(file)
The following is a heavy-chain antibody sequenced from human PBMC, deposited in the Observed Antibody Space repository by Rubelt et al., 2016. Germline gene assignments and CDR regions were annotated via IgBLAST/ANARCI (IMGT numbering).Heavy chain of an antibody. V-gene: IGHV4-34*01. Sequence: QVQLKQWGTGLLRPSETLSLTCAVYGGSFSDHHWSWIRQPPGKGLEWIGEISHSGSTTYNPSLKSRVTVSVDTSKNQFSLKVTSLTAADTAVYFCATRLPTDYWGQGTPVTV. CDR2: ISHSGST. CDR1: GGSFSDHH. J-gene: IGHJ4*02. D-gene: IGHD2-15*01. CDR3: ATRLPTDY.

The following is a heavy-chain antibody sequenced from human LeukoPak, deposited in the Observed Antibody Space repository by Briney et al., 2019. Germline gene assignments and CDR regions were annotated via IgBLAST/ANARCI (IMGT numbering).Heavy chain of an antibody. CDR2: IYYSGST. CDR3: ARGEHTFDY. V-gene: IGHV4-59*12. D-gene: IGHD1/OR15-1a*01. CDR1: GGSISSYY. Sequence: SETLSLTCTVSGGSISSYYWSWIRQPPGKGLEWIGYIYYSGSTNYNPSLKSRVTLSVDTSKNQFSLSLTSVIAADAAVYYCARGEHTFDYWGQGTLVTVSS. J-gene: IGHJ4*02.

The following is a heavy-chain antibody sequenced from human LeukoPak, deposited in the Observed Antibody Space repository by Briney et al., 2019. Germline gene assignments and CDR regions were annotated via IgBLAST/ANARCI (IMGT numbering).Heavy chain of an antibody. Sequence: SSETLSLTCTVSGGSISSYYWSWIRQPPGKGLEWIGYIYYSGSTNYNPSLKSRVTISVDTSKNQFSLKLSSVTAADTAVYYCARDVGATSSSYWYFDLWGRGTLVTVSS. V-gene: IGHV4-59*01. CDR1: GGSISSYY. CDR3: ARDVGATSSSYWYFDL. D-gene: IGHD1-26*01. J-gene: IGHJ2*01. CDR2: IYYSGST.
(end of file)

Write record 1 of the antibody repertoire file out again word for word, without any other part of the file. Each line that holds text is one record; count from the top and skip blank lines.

The following is a heavy-chain antibody sequenced from human PBMC, deposited in the Observed Antibody Space repository by Rubelt et al., 2016. Germline gene assignments and CDR regions were annotated via IgBLAST/ANARCI (IMGT numbering).Heavy chain of an antibody. V-gene: IGHV4-34*01. Sequence: QVQLKQWGTGLLRPSETLSLTCAVYGGSFSDHHWSWIRQPPGKGLEWIGEISHSGSTTYNPSLKSRVTVSVDTSKNQFSLKVTSLTAADTAVYFCATRLPTDYWGQGTPVTV. CDR2: ISHSGST. CDR1: GGSFSDHH. J-gene: IGHJ4*02. D-gene: IGHD2-15*01. CDR3: ATRLPTDY.